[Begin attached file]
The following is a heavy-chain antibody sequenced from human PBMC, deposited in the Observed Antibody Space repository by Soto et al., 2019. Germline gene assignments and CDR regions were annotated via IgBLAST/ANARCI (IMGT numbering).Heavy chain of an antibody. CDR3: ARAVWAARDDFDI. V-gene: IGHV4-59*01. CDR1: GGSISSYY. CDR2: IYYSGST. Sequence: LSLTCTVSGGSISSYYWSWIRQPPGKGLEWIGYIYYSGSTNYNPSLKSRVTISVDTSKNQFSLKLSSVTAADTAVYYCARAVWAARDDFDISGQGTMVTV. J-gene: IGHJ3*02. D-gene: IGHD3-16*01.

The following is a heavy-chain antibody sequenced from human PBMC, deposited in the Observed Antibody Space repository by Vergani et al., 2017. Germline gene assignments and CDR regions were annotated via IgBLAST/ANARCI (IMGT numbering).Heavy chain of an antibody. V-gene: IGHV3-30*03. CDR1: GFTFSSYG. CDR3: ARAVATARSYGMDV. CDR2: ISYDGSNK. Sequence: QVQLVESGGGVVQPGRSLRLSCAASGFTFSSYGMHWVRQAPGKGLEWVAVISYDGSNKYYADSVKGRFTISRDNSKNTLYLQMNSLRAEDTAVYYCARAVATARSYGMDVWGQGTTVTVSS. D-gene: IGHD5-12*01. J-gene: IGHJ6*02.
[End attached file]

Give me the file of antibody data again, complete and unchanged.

The following is a heavy-chain antibody sequenced from human PBMC, deposited in the Observed Antibody Space repository by Soto et al., 2019. Germline gene assignments and CDR regions were annotated via IgBLAST/ANARCI (IMGT numbering).Heavy chain of an antibody. CDR3: ARAVWAARDDFDI. V-gene: IGHV4-59*01. CDR1: GGSISSYY. CDR2: IYYSGST. Sequence: LSLTCTVSGGSISSYYWSWIRQPPGKGLEWIGYIYYSGSTNYNPSLKSRVTISVDTSKNQFSLKLSSVTAADTAVYYCARAVWAARDDFDISGQGTMVTV. J-gene: IGHJ3*02. D-gene: IGHD3-16*01.

The following is a heavy-chain antibody sequenced from human PBMC, deposited in the Observed Antibody Space repository by Vergani et al., 2017. Germline gene assignments and CDR regions were annotated via IgBLAST/ANARCI (IMGT numbering).Heavy chain of an antibody. V-gene: IGHV3-30*03. CDR1: GFTFSSYG. CDR3: ARAVATARSYGMDV. CDR2: ISYDGSNK. Sequence: QVQLVESGGGVVQPGRSLRLSCAASGFTFSSYGMHWVRQAPGKGLEWVAVISYDGSNKYYADSVKGRFTISRDNSKNTLYLQMNSLRAEDTAVYYCARAVATARSYGMDVWGQGTTVTVSS. D-gene: IGHD5-12*01. J-gene: IGHJ6*02.